“What is striking about prior research on the Racetrack is that almost everybody was doing the work not to gain fame or fortune, but because it is such a neat problem,” said Jim Norris.

Is the mystery of the sliding rocks finally solved? The answer seems to be ... "partially."

“We documented five movement events in the two and a half months the pond existed and some involved hundreds of rocks," says Richard Norris, “So we have seen that even in Death Valley, famous for its heat, floating ice is a powerful force in rock motion. But we have not seen the really big boys move out there….Does that work the same way?”

Given the remote location of the playa and the potentially long period of time until conditions are just right, perhaps the answer to that part of the mystery will continue to tantalize researchers for some years to come.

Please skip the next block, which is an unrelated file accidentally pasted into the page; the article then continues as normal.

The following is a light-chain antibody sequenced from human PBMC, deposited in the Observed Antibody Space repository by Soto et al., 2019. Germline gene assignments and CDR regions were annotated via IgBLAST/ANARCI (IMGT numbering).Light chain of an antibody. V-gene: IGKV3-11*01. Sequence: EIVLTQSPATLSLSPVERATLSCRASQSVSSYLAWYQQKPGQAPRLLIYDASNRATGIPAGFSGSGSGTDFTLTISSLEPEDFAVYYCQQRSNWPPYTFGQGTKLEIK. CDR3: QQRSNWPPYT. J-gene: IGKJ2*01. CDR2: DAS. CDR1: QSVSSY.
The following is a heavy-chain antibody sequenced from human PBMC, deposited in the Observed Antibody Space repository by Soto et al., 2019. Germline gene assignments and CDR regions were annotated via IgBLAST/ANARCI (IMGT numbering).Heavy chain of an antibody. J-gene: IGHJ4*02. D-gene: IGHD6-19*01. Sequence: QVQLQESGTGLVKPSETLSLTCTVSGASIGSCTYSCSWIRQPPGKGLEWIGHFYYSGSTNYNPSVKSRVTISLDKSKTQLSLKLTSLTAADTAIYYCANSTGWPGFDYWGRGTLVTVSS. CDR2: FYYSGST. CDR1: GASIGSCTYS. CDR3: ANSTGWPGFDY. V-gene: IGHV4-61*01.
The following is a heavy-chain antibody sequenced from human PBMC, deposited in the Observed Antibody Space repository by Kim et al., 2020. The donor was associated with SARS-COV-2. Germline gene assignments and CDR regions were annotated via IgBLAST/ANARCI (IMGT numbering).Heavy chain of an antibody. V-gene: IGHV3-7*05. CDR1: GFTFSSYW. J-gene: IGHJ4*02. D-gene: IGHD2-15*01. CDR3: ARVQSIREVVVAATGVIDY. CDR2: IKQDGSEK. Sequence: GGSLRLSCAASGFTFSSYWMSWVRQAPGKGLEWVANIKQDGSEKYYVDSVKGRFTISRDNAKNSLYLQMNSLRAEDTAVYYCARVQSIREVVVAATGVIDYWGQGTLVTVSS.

If you'd like to visit the site yourself, be sure you're properly prepared. Based on their names, you might think a trip down the Racetrack Road to a viewpoint called the Grandstand would be quick and easy...but you'd be wrong on both counts.

The drive to Racetrack Playa covers 26 miles of often bone-jarring travel over an unpaved road into a very remote area. The park website says, "Normally, [the road] is recommended for high-clearance vehicles with heavy-duty tires, as it can be rough and washboard." You'll find important details about visiting the playa here.

The findings of the team led by Richard Norris are detailed in a paper published on August 27 in the journal PLOS ON. You'll find a copy of their paper at this link.